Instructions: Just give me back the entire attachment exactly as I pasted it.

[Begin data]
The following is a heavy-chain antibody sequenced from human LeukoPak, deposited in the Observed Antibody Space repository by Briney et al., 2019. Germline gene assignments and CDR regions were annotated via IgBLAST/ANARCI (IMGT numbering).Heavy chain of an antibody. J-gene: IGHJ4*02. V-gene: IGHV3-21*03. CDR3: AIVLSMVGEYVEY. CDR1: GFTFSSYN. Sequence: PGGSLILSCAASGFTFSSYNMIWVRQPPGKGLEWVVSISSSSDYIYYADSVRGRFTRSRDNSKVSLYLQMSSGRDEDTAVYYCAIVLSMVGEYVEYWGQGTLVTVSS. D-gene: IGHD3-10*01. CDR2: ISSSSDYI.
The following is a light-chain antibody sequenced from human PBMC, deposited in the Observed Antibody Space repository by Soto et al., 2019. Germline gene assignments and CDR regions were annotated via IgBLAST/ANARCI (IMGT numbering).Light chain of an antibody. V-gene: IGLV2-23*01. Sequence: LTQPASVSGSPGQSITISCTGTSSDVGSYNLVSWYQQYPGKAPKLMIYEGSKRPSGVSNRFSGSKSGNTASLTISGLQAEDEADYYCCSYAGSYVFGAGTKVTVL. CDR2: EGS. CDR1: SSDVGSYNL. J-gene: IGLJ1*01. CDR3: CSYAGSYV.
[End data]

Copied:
The following is a heavy-chain antibody sequenced from human LeukoPak, deposited in the Observed Antibody Space repository by Briney et al., 2019. Germline gene assignments and CDR regions were annotated via IgBLAST/ANARCI (IMGT numbering).Heavy chain of an antibody. J-gene: IGHJ4*02. V-gene: IGHV3-21*03. CDR3: AIVLSMVGEYVEY. CDR1: GFTFSSYN. Sequence: PGGSLILSCAASGFTFSSYNMIWVRQPPGKGLEWVVSISSSSDYIYYADSVRGRFTRSRDNSKVSLYLQMSSGRDEDTAVYYCAIVLSMVGEYVEYWGQGTLVTVSS. D-gene: IGHD3-10*01. CDR2: ISSSSDYI.
The following is a light-chain antibody sequenced from human PBMC, deposited in the Observed Antibody Space repository by Soto et al., 2019. Germline gene assignments and CDR regions were annotated via IgBLAST/ANARCI (IMGT numbering).Light chain of an antibody. V-gene: IGLV2-23*01. Sequence: LTQPASVSGSPGQSITISCTGTSSDVGSYNLVSWYQQYPGKAPKLMIYEGSKRPSGVSNRFSGSKSGNTASLTISGLQAEDEADYYCCSYAGSYVFGAGTKVTVL. CDR2: EGS. CDR1: SSDVGSYNL. J-gene: IGLJ1*01. CDR3: CSYAGSYV.